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Koolance EXOS External Water Cooling System Review

By: Cameron Johnson | CPU Liquid Coolers in Cases, Cooling & PSU | Posted: Sep 30, 2003 4:00 am
TweakTown Rating: 8.0%Manufacturer: Koolance

Features of the Koolance EXOS


Package and Contents



First off we see the package that Koolance packs the EXOS in. It is a simple white box with the EXOS logo on the outside measuring (24.77cm x 13.97cm x 54.36cm) the box is only about 5cm bigger than the actual cooling unit - Koolance have really packed it in to reduce shipping costs.



Here we now see what you get for your dosh. On the left you see the accessories all bundled together. On the right you see the SCM or System Control Module. This unit plugs into a standard expansion slot bay and has three major functions for the EXOS. The first function is to allow for the hoses from the external radiator to the computers hot spots to pass through the case without having to drill any holes.


The second function is to allow the unit to control the power on and off functions of the external radiator to be set. This is done by a pass through switch that connects to the power on case button. This means that the case power on switch connects to the Koolance SCM. This then has a second line that connects to the power on pins on the motherboard, so when you switch the case power on, the External radiator and pump are activated. A standard 4 pin Molex connector is also required, this is how the external unit gets its power - it's fully powered by the PC, no external power cords are needed.


The third and final function is to provide power and communications between the External radiator unit and the SCM. A large 8 pin power cable plugs into the back of the SMC outside the case and into the back of the Koolance radiator. This provides 12v power for the pump and fans. A temp relay is also included for monitoring the temp of the water block, which also allows for the slowing of the fans automatically - In all a very full functioned SCM!



Above we see the coolant additive that Koolance provides in the pack. It is similar to water wetter, but more like Ethylene-glycol which is a high temperature treatment for water, for us Aussies, that's the same additive that goes into a car radiator to keep the water from boiling and freezing, great for overclockers. This additive is required for best performance with soft or distilled or dematerialized waters which have none of the tradition nasties like copper, iron and chlorine to interfere with good cooling.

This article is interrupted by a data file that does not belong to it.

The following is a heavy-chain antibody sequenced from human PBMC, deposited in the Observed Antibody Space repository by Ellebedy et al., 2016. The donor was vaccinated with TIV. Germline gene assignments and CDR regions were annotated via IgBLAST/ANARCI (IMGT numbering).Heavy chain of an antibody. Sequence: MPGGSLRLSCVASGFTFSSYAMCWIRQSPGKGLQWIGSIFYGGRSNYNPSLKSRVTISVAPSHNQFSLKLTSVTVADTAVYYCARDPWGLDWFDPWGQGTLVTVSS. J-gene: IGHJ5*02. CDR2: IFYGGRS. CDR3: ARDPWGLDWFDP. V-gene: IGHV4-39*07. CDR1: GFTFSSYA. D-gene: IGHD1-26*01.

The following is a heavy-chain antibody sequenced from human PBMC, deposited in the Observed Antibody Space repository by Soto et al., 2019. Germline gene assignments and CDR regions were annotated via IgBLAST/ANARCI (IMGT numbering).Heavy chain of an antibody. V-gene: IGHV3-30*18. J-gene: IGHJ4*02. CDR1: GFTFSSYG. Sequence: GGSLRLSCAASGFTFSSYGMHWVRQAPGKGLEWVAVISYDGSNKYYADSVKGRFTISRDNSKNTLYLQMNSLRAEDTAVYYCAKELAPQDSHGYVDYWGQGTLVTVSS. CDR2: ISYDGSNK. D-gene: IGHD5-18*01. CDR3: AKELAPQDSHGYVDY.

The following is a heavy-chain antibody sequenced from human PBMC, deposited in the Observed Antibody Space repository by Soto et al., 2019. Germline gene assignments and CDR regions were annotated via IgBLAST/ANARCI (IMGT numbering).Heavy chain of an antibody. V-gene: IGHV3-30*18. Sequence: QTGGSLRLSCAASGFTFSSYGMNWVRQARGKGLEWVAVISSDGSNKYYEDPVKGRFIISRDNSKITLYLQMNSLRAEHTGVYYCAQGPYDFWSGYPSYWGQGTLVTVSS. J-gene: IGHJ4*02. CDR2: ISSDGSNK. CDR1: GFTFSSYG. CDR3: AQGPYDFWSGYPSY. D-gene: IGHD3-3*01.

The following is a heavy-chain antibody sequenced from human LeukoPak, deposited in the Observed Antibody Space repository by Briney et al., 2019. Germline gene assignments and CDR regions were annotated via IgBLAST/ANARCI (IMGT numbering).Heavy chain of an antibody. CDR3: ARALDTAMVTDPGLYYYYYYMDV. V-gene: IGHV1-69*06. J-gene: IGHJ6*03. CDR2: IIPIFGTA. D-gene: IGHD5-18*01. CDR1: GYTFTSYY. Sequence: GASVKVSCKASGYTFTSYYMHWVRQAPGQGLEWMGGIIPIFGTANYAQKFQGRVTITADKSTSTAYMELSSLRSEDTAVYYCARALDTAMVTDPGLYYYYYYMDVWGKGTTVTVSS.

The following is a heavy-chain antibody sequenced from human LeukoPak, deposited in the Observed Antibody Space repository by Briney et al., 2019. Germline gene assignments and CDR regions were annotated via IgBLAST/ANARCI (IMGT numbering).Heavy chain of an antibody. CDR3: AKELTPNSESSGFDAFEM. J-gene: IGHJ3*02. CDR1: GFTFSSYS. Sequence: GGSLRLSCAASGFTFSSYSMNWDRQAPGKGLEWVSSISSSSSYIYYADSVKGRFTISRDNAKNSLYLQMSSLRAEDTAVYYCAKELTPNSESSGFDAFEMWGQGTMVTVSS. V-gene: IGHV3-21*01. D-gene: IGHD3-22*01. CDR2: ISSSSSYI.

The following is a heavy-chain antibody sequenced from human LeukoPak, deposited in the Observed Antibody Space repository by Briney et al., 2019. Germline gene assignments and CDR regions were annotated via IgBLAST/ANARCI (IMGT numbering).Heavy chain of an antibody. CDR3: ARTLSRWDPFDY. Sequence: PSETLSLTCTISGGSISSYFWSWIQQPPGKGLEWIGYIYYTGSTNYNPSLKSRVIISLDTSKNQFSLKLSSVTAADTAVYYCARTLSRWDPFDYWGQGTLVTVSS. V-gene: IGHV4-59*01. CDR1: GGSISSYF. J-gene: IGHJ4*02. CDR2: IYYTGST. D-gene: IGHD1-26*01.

Along with this is the water tubing. Koolance provides four meters of 6mm hose, which for most systems is more than enough hose to connect the EXOS to the CPU and back, if you want chipset coolers, you need to get them separate and extra hose from your nearest hardware shop like Mitre 10 or Bunnings.



Here we come to the installation goodies. In this bag you get a rubber funnel for filling the reservoir, two quick connect water connectors, which we have seen on the Corsair cooler before, Velcro strips to secure the unit to the top of the case for mild transports and a special spacer for certain CPU's like Celeron FC-PGA and Coppermine Pentium 3.



Now we come to the heart of the unit, the Radiator, reservoir and pump system. Koolance has made a reasonably compact unit. Stretching the length of most Midi-Tower cases and the same width, you simply stack her onto the top of the case. The unit contains 3x 80mm fans that can be set to Minimum power, thermally controlled or to Maximum power. At Minimum power, you hardly know the unit is on, in fact it's not audible over the power supply fan, great for the quite PC freaks out there. In Thermal mode, the unit reads the temp from a sensor you place near the die of the CPU and waterblock, in our case, the Koolance CPU-200 for Pentium 4 and AMD Athlon XP CPU's. This allows the unit to speed up the fans on the radiator and push more water through the system for harder cooling, this also increases the noise. At maximum power, you will think you have one of those old delta fans - it screams. While I might be slightly exaggerating, it's definitely not a setting to use if you share your bedroom with your overclocked PC and try to get a good nights rest.


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